The Charity Commission's Rosie Chapman offers her top tips on review visits.
There's a big difference between an expert interior designer offering free makeover plans and the threat of the House Doctor descending unasked.
So I was disappointed when the 2000 launch of our review visits programme was followed by alarmist press releases from certain firms about helping charities prepare for this new 'regulatory ordeal' - for a fee.
Review visits aren't audits or investigations. They're 'health checks' on the key aspects of running a charity, with advice on getting the legal bits right and maximising good practice.
So here, for no charge, are the top three tips based on our review of 860 visits made in the past two years.
First, know your governing document and work with it. Fifteen per cent of the charities we visited were operating outside their objects and more than a quarter had weak provisions. Make sure everyone treats the governing document as a living one. If you need its objects updated, let us know.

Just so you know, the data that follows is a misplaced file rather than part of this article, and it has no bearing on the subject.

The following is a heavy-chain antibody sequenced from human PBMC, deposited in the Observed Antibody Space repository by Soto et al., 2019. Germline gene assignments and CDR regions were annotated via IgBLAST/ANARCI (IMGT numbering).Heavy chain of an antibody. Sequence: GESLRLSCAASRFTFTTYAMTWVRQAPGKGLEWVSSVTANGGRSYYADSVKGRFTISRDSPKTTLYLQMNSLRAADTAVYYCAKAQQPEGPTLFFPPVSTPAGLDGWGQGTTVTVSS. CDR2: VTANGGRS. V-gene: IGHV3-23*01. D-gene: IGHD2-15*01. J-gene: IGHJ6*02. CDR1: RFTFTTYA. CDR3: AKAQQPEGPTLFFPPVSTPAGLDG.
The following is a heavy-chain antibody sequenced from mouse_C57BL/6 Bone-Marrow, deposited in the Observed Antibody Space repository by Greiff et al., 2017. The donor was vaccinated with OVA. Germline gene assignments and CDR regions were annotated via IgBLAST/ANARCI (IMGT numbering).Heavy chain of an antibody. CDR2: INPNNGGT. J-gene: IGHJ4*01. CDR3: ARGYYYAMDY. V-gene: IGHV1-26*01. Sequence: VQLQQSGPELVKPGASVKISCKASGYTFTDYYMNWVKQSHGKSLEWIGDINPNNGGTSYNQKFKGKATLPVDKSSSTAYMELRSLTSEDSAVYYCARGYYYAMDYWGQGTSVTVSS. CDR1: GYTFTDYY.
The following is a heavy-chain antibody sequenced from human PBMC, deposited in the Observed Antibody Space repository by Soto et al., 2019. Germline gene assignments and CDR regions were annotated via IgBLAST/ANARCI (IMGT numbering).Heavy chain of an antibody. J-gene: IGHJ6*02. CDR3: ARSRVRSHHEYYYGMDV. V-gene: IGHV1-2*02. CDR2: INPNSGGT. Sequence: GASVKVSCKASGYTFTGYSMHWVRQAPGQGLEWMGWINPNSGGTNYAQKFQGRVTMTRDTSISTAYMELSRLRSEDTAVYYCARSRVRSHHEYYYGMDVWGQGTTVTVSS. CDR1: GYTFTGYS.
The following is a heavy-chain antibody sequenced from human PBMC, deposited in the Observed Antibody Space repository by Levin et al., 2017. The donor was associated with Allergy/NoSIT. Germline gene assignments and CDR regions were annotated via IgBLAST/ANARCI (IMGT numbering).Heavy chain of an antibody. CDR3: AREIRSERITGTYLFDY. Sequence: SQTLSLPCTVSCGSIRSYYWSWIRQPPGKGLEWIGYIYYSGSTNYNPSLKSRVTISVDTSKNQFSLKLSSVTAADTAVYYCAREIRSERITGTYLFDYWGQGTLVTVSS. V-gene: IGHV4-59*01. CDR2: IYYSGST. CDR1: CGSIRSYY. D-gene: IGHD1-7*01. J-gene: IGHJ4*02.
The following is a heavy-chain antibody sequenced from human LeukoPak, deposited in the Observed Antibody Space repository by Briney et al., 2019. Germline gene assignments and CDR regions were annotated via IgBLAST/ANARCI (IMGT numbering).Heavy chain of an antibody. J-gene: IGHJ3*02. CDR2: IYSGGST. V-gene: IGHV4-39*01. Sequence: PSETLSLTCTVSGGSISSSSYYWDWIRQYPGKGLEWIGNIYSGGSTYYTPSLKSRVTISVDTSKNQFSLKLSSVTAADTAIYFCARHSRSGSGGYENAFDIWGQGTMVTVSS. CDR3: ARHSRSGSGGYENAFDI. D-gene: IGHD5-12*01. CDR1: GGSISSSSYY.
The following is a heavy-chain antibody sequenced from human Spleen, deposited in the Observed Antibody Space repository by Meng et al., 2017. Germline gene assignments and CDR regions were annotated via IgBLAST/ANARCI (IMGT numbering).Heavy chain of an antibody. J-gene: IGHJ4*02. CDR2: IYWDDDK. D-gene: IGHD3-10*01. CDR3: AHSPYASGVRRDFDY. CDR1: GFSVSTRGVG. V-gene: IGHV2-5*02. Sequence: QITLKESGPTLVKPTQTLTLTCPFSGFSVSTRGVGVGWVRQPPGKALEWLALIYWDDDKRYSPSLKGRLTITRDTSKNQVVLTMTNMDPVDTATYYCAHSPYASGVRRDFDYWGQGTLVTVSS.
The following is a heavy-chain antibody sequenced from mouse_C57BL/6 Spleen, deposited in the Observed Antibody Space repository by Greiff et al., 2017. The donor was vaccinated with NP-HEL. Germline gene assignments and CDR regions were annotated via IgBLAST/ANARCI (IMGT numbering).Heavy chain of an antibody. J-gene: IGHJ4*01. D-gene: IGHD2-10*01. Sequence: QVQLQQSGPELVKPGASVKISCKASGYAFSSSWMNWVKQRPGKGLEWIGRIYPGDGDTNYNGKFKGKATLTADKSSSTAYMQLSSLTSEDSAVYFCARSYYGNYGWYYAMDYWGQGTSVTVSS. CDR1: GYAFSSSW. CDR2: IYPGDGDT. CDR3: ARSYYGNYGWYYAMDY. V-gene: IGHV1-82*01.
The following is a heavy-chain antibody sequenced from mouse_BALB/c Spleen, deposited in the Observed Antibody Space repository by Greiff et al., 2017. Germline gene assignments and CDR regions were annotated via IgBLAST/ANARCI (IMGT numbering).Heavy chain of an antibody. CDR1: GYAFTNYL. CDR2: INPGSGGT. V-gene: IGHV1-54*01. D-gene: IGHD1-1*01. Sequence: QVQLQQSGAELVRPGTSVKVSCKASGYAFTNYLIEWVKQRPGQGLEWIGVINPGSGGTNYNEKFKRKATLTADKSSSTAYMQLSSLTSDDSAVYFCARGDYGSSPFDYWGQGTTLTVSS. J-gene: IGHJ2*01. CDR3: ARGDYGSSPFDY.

Second, avoid conflicts of interest. This remains an issue for many otherwise well-run charities - more than half of those visited had inadequate measures to manage them. Go to our website and read A Guide to Conflicts of Interest for Charity Trustees.
Finally, follow good governance procedures. Sloppy governance affects the whole charity. Nearly a third of charities visited didn't have a clear governing structure, such as role descriptions, and a worrying 60 per cent didn't check that their trustees were able to act as trustees. There's so much good guidance out there from bodies such as ours and the NCVO that it's foolish not to use it.
These are our top three tips, and they're all easy to put right. So remember, as confirmed by those we've already visited, a review really is an opportunity, not a threat.
- Rosie Chapman is executive director of policy and effectiveness at the commission.